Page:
“I’ll never take my babies for granted”
Lyndall has had six pregnancies but has given birth to just two babies. For Pregnancy and Infant Loss Remembrance Day (15 October), she has bravely decided to share her experience of recurrent miscarriage to give comfort and hope to others.
They say a picture says a thousand words and for parents Lyndall and Delaney, this photo of baby Lilah’s first breath does just that.
Lilah was born at the Royal Women’s Hospital on 13 September 2020, weighing four kilos.
“It was a magical experience, as soon as her head was out she was crying and we were elated. It was incredibly emotional,” said Lyndall.
For Lyndall and Delaney the life and joy in this photo celebrates the birth of their second child – but it also marks the end of a difficult journey of pregnancy loss and grief.
Lyndall had her first child, Matilda, in 2016. She enjoyed being pregnant and had a straightforward birth. The thought of having any future problems with pregnancy or birth didn’t even cross her mind.
But when she and Delaney wanted a sibling for their daughter, they faced problems.
“I was eight weeks pregnant and I went for a scan. They said they couldn’t find the fetus – and that it’s likely a miscarriage has happened. I was just heartbroken,” said Lyndall.
Four months later Lyndall and Delaney fell pregnant again and while the trauma of recent miscarriage dampened their excitement, they said that hope remained.
“With the sadness still weighing heavy from our previous loss, we went to have a scan at eight weeks’ gestation. They couldn’t find a heartbeat - and just like that, we experienced our second miscarriage,” said Lyndall.
“It was so difficult but we wanted to keep trying. We quickly fell pregnant again, but at six and a half weeks’ gestation we experienced another miscarriage. Fear really set in that we might not be able to have another baby.
“I felt like I had let my husband down. I felt like I had let my daughter down. People were questioning why we weren’t having more children. It all weighed so heavy on my shoulders.”
Lyndall and Delaney were then referred to the Women’s Recurrent Miscarriage Clinic by their GP.
“When I saw Professor Shaun Brennecke it immediately changed my outlook. For an experienced medical professional to assure me that none of this loss was my fault was the biggest relief,” said Lyndall.
Head of the Women’s Pregnancy Research Centre, Professor Brennecke specialises in preventing problems that many women face in pregnancy such as pre-eclampsia, fetal growth restriction, preterm labour and miscarriage.
He ran an extensive range of tests with Lyndall and found that she had a mild blood clotting disorder and said Lyndall should take half an aspirin a day from when she fell pregnant until 36 weeks’ gestation – and come in for regular check-ups.
“At every appointment, Professor Brennecke was completely honest, he cared, he listened, answered all of our questions and kept our anxiety at bay. As our baby grew, he said we could be cautiously optimistic,” said Lyndall.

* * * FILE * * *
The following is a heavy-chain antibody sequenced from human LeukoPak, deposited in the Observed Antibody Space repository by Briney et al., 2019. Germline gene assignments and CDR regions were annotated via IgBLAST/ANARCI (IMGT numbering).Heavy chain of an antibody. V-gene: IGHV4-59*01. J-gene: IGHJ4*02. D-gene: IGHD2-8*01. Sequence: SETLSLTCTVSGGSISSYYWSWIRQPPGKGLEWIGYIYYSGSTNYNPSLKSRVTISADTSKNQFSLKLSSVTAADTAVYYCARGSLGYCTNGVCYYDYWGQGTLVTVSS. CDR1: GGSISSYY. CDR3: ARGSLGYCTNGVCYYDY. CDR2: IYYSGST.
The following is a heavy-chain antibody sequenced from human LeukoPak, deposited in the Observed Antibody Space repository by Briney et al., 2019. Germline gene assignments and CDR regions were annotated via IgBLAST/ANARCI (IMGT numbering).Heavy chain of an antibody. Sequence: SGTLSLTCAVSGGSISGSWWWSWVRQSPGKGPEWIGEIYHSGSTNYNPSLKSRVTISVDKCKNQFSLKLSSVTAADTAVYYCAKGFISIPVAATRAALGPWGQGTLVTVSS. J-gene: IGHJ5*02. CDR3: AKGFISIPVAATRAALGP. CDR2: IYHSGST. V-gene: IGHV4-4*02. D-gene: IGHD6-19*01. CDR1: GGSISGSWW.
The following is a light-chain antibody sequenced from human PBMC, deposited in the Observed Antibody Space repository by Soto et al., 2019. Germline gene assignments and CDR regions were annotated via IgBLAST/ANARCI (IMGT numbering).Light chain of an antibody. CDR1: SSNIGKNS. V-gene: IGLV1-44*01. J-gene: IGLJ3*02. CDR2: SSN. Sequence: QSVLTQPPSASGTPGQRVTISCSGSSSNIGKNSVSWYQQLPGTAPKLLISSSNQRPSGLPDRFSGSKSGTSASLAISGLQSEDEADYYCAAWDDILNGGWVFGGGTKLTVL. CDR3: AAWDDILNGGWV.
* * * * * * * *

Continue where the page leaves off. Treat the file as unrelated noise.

“At 20 weeks I opened up to him about my struggles with bonding with the baby inside of me. With Matilda, I felt like I had a connection with her before she was born - I used to speak to her when I was on my own! But I was so afraid to connect with my bump, because I was just so scared to lose her.
“Professor Brennecke was so understanding, he referred me to a counsellor at the hospital’s Centre for Women’s Mental Health. I had around four sessions with them, which really helped me navigate through those feelings.”
When Lyndall and Delaney went into hospital for the caesarean birth, they felt they were nearing the end of a long and emotional journey.
“When we were taken into theatre, Delaney and I shut everything out and zoned into each other’s eyes. For us this was the end of 24 months of loss and grief. And then we heard her come into the world and we were just so incredibly overjoyed,” said Lyndall.
“When I held Lilah for the first time I told her how hard we had fought for her. I was and still am so, so grateful - and gratefulness is where I believe happiness is. I’ll never take my babies for granted. Matilda is such an awesome big sister and we are so proud.”
Professor Shaun Brennecke leads the Women’s Recurrent Miscarriage Clinic and said: “The desire to bring new life into the world is one of the most compelling of human ambitions. Sadly, achieving this ambition can be a very challenging journey for many couples, given that one in four pregnancies miscarry and one in a hundred babies are still born or die shortly after birth.
“At the Recurrent Miscarriage Clinic, we aim to provide women experiencing miscarriage with knowledge and understanding about this problem so that they can be empowered to face the future with hope, confidence and self-belief.
“So often, a woman in this situation blames herself for the loss of a pregnancy, and reassuring her that this is not the case and that there is every chance she will be able to have the children she so fervently wants is a key part of the care we offer.”
Lyndall concluded her story with a message of thanks to the Women’s:
“The support and care that we had from everyone at the Women’s has just been incredible. We feel so lucky to have had Professor Brennecke on our side, and the staff in theatre with us and midwives and doctors that we had were just amazing. We can’t thank them enough.”